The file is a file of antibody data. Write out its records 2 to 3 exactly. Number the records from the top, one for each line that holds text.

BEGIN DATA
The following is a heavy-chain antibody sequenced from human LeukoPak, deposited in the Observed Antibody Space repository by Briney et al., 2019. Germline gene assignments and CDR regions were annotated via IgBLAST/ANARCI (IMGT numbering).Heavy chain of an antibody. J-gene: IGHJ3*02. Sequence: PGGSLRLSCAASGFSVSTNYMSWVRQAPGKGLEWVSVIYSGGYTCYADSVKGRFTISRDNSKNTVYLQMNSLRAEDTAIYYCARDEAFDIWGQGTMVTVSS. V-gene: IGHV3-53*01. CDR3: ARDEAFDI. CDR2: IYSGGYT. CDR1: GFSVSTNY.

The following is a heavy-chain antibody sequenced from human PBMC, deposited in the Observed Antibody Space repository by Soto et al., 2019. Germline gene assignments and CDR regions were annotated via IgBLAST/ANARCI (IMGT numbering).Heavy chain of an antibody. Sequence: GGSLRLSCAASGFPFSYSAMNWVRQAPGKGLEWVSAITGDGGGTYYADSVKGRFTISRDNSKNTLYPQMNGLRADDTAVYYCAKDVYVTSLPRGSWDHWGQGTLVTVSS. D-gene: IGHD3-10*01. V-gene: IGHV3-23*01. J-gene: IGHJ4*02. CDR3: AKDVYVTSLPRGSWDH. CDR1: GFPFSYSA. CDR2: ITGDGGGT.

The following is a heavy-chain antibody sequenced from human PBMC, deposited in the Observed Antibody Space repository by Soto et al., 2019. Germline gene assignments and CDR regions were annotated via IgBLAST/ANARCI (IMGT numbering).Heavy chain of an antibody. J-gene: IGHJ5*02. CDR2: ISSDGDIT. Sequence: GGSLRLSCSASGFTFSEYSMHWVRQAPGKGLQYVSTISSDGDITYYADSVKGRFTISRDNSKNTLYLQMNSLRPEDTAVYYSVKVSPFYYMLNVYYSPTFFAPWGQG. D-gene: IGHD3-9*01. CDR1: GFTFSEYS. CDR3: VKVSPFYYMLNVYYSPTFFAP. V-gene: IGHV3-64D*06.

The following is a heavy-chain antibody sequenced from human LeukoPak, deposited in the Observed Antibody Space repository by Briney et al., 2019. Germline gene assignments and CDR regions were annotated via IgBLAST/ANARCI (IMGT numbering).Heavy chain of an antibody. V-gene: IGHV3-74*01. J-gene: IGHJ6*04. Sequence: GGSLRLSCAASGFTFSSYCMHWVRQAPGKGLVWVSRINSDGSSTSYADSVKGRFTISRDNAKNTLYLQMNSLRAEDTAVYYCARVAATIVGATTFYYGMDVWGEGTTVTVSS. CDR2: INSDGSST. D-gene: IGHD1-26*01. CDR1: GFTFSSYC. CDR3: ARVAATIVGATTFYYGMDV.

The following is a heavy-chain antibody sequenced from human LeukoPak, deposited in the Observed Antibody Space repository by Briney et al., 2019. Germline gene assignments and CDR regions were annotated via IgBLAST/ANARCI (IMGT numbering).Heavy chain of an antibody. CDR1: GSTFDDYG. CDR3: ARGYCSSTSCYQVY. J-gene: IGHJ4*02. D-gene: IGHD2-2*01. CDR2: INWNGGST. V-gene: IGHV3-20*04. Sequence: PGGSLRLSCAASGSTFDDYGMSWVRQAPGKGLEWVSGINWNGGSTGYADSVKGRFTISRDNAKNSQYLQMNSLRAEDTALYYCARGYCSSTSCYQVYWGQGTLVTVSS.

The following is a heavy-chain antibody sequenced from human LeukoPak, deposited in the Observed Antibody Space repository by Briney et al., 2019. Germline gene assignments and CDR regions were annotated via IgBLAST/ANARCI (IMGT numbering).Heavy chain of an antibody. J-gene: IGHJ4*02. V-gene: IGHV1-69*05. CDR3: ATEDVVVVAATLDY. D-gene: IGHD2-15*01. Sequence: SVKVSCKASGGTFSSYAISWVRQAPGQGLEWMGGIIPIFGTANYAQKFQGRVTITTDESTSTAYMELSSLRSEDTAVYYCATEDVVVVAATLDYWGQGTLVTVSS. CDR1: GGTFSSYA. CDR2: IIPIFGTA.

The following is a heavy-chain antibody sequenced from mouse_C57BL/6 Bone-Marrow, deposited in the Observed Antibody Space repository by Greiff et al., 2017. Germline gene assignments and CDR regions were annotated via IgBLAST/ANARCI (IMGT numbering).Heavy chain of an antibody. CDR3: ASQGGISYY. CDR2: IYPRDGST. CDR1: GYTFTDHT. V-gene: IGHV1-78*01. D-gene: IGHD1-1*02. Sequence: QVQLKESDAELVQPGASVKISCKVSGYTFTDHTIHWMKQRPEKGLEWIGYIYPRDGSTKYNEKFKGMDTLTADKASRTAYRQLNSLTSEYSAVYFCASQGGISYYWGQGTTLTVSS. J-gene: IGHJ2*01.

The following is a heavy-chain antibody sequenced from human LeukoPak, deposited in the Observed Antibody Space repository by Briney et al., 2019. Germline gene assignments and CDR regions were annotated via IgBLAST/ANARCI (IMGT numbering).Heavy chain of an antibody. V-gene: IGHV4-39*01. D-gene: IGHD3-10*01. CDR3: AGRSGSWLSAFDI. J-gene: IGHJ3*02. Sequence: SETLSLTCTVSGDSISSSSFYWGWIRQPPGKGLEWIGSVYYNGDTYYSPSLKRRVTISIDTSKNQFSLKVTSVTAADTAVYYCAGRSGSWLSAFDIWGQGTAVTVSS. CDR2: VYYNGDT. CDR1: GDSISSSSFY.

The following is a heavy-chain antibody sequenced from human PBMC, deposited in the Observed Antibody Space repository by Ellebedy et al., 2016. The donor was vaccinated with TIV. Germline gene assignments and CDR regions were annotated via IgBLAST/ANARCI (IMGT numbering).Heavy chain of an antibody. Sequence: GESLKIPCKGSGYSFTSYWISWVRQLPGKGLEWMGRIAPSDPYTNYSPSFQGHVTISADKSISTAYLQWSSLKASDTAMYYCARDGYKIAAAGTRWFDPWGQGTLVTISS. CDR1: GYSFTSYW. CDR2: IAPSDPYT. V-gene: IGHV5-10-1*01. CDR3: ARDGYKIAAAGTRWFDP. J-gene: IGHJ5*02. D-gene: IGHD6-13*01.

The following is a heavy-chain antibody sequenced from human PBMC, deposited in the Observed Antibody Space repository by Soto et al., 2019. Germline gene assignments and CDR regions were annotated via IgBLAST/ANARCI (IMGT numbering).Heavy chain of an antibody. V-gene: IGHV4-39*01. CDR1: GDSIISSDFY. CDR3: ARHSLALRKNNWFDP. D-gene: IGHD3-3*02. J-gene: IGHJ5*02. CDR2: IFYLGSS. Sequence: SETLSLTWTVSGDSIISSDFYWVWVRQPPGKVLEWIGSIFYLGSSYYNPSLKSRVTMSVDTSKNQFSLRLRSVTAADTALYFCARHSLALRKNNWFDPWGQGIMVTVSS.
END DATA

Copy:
The following is a heavy-chain antibody sequenced from human PBMC, deposited in the Observed Antibody Space repository by Soto et al., 2019. Germline gene assignments and CDR regions were annotated via IgBLAST/ANARCI (IMGT numbering).Heavy chain of an antibody. Sequence: GGSLRLSCAASGFPFSYSAMNWVRQAPGKGLEWVSAITGDGGGTYYADSVKGRFTISRDNSKNTLYPQMNGLRADDTAVYYCAKDVYVTSLPRGSWDHWGQGTLVTVSS. D-gene: IGHD3-10*01. V-gene: IGHV3-23*01. J-gene: IGHJ4*02. CDR3: AKDVYVTSLPRGSWDH. CDR1: GFPFSYSA. CDR2: ITGDGGGT.

The following is a heavy-chain antibody sequenced from human PBMC, deposited in the Observed Antibody Space repository by Soto et al., 2019. Germline gene assignments and CDR regions were annotated via IgBLAST/ANARCI (IMGT numbering).Heavy chain of an antibody. J-gene: IGHJ5*02. CDR2: ISSDGDIT. Sequence: GGSLRLSCSASGFTFSEYSMHWVRQAPGKGLQYVSTISSDGDITYYADSVKGRFTISRDNSKNTLYLQMNSLRPEDTAVYYSVKVSPFYYMLNVYYSPTFFAPWGQG. D-gene: IGHD3-9*01. CDR1: GFTFSEYS. CDR3: VKVSPFYYMLNVYYSPTFFAP. V-gene: IGHV3-64D*06.